Bird­ing

An Amer­i­can or­nitho­log­i­cal group righted an egre­gious wrong when it re­stored the proper name of our (still un­of­fi­cial) na­tional bird

Canadian Wildlife - - CONTENTS - By David Bird

An Amer­i­can or­nitho­log­i­cal group rights an egre­gious wrong by restor­ing the proper name for Canada’s (still un­of­fi­cial) na­tional bird

WHISKEY JACK, GRAY JAY, CANADA JAY. AF­TER YEARS OF

de­bate and dis­sent, which of those three names has fi­nally and defini­tively been given to the quin­tes­sen­tial Cana­dian bird, Perisoreus canaden­sis?

While Whiskey Jack, is well known among cer­tain por­tions of the Cana­dian pop­u­la­tion, many are un­fa­mil­iar with it. And worse, many would likely as­so­ciate the name with the fa­mous bev­er­age though the fact is the ori­gin of the name is un­re­lated. The ear­li­est recorded use of the name “Whisker-jack” was in 1743 though by 1831 it had be­come known as the “Whiskey-jack” among prom­i­nent tax­onomists. Ac­cord­ing to Michel Gos­selin, re­tired Cu­ra­tor of Birds at the Mu­seum of Man and Na­ture in Ot­tawa, in the spring is­sue of Que­bec Oiseaux, some of the com­monly be­lieved deriva­tions of “Whiskey-jack” arose from var­i­ous First Na­tions names, e.g. Weskuch­a­nis mean­ing “lit­tle black­smith” in Cree, Wisaked­jak mean­ing “prankster” or “trick­ster” also in Cree, and Gwi­ing­wishii, an Ojib­way name that sounds like “Whiskey Jack” to English ears.

And then there is Gray Jay (not “Grey Jay”). It rose to promi­nence in 1957 when the Amer­i­can Or­nitho­log­i­cal So­ci­ety (then known as the Amer­i­can Or­nithol­o­gists’ Union) de­cided to es­tab­lish English names for 299 bird species of North Amer­ica for its de­fin­i­tive check­list. The fact that they had adopted the Amer­i­can spell­ing par­tic­u­larly stuck in the craw of Dan Strick­land, an On­tario or­nithol­o­gist and Canada’s lead­ing author­ity on this species. Re­cently, he looked into why the name was changed from “Canada Jay,” the tra­di­tional name that had been in use for at least 185 years. He spent hours ex­am­in­ing the old files of the Check­list Com­mit­tee stored in the Smith­so­nian In­sti­tu­tions in Wash­ing­ton, D.C. That’s where he dis­cov­ered that 60 years ago, the then Amer­i­can Or­nithol­o­gists’ Union Check­list Com­mit­tee had had no valid rea­son for im­pos­ing “Gray Jay,” the moniker of an ob­scure West Coast sub­species, as the new name for this iconic Cana­dian bird. Strick­land first wrote an ex­cel­lent and de­tailed ar­ti­cle on the sub­ject in the April 2017 is­sue of On­tario Birds. He sub­se­quently au­thored a pro­posal to re­store the name Canada Jay and sub­mit­ted it to the North Amer­i­can Clas­si­fi­ca­tion Com­mit­tee of the Amer­i­can Or­nitho­log­i­cal So­ci­ety in De­cem­ber 2017.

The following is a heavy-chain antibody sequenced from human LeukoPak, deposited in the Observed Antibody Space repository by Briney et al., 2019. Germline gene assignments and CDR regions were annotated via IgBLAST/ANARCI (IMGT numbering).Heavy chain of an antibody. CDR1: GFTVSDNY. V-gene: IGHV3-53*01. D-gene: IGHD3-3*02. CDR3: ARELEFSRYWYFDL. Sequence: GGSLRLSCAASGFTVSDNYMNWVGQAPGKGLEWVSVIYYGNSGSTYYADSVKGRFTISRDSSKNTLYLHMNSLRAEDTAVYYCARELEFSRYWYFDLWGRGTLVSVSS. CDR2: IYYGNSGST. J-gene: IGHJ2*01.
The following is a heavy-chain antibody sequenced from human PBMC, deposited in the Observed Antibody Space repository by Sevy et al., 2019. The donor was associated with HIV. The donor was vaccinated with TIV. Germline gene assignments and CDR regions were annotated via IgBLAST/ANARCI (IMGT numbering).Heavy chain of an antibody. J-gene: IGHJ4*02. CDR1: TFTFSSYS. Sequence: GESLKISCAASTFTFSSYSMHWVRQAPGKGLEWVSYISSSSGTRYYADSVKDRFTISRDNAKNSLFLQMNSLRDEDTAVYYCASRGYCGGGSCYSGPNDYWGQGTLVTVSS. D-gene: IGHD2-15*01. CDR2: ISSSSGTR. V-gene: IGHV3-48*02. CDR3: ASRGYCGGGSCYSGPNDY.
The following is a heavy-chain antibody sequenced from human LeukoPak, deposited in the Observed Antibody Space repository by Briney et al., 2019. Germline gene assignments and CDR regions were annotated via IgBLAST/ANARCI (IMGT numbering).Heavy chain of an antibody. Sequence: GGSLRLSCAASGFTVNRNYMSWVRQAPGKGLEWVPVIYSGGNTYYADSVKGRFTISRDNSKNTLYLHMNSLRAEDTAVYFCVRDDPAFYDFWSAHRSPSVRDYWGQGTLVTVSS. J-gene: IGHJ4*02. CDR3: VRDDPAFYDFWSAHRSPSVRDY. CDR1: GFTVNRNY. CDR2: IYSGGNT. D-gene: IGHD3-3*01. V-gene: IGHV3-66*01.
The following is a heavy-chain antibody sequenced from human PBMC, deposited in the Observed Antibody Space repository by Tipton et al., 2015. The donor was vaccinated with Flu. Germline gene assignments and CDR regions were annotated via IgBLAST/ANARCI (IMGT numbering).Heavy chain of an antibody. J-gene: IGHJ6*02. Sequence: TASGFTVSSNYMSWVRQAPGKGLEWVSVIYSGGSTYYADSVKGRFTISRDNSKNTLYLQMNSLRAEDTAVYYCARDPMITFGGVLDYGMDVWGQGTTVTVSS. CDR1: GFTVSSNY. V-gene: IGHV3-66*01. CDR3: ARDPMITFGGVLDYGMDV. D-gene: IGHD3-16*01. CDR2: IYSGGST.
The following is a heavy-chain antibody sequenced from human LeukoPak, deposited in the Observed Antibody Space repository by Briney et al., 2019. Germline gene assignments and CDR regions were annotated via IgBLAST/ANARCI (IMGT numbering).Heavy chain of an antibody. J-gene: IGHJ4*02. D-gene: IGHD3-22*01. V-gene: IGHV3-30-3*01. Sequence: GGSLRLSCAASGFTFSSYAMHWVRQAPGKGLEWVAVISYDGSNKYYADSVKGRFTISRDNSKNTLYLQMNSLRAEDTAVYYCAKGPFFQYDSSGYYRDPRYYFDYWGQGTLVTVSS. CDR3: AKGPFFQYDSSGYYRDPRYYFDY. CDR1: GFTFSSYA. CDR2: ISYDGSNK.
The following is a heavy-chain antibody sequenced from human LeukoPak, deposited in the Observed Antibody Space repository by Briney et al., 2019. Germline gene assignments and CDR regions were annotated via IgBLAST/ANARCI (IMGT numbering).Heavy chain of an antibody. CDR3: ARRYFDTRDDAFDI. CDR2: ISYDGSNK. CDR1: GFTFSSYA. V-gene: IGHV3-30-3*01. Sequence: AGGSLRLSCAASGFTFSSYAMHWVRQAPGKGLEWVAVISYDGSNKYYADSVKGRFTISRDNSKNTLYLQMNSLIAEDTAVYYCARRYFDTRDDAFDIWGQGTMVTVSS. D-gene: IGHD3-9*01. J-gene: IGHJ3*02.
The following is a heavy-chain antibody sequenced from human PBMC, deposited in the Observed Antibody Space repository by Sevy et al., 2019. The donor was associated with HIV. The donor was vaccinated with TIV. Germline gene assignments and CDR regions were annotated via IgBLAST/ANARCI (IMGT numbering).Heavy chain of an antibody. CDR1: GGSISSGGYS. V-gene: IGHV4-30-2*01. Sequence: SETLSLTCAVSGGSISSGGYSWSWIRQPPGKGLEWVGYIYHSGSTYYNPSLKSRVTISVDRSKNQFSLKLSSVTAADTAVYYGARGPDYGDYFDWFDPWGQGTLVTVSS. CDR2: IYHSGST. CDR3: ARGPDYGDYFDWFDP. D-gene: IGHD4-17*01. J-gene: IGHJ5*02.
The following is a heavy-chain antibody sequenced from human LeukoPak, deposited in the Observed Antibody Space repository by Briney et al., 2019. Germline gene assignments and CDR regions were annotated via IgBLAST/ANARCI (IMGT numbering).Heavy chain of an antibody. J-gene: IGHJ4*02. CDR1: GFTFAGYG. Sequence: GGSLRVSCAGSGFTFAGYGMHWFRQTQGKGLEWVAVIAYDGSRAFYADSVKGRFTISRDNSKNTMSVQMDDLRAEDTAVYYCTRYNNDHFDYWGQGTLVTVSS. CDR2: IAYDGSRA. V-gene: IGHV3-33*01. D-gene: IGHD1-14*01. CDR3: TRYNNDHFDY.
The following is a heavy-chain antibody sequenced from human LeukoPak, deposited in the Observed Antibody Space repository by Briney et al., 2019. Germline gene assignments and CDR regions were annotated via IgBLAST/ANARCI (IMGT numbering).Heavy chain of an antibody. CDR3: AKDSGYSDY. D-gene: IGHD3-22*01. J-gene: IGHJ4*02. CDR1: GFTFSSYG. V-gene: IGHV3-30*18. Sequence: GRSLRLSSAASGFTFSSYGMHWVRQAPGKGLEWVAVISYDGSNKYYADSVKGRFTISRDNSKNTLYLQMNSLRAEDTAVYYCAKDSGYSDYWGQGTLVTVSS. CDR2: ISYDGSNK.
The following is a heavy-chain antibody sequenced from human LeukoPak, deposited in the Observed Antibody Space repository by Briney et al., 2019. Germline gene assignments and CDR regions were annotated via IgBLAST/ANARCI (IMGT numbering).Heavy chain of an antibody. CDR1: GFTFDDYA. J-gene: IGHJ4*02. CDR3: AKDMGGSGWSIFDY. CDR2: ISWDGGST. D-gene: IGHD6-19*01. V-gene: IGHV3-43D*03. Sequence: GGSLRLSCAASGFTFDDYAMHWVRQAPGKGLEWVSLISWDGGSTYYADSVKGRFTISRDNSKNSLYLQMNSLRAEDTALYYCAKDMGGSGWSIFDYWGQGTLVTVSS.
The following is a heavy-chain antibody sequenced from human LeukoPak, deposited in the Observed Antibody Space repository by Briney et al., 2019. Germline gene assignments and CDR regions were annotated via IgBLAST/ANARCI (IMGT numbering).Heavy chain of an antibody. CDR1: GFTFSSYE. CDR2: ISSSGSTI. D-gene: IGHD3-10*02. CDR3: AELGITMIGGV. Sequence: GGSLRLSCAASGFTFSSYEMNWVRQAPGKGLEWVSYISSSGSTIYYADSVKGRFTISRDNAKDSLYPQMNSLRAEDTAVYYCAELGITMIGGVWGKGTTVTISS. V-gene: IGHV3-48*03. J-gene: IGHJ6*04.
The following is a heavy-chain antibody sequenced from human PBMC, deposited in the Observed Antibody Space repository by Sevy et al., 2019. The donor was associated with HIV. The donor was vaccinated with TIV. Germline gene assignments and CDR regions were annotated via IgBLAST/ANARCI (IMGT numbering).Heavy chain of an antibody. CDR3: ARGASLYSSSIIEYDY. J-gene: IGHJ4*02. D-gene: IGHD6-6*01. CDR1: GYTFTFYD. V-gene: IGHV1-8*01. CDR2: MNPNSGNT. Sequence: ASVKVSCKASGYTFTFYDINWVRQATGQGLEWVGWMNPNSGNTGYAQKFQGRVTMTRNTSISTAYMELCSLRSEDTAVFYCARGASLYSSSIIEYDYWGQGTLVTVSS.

On June 21, 2018, the AOS is­sued its 59th Sup­ple­ment to the Check­list of North Amer­i­can Birds. In it they an­nounced that the Canada Jay was get­ting its old name back. This was, of course, fan­tas­tic news for Team Canada Jay, a loose group of bird-lovers across Canada, that had worked hard lob­by­ing the fed­eral gov­ern­ment to make this bird a na­tional sym­bol along with the beaver, the maple tree, and our two of­fi­cial games, ice hockey and lacrosse. While that cam­paign seems to have stalled in the face of a cu­ri­ous in­dif­fer­ence and in­ac­tion by the Fed­eral gov­ern­ment, an un­of­fi­cial group of ad­vo­cates led by me and in­clud­ing painter Robert Bate­man, have been buoyed by the name change.

With the vast ma­jor­ity of its range fall­ing within Canada’s bor­ders and found in ev­ery prov­ince and ter­ri­tory, Canada Jays are friendly and in­quis­i­tive, read­ily com­ing to the hand; highly in­tel­li­gent by bird stan­dards; and adapt­able and tough enough to forego mi­gra­tion and breed through our harsh win­ter weather. You couldn’t choose a bet­ter Na­tional Bird for our coun­try. Is any­one in Ot­tawa lis­ten­ing?—

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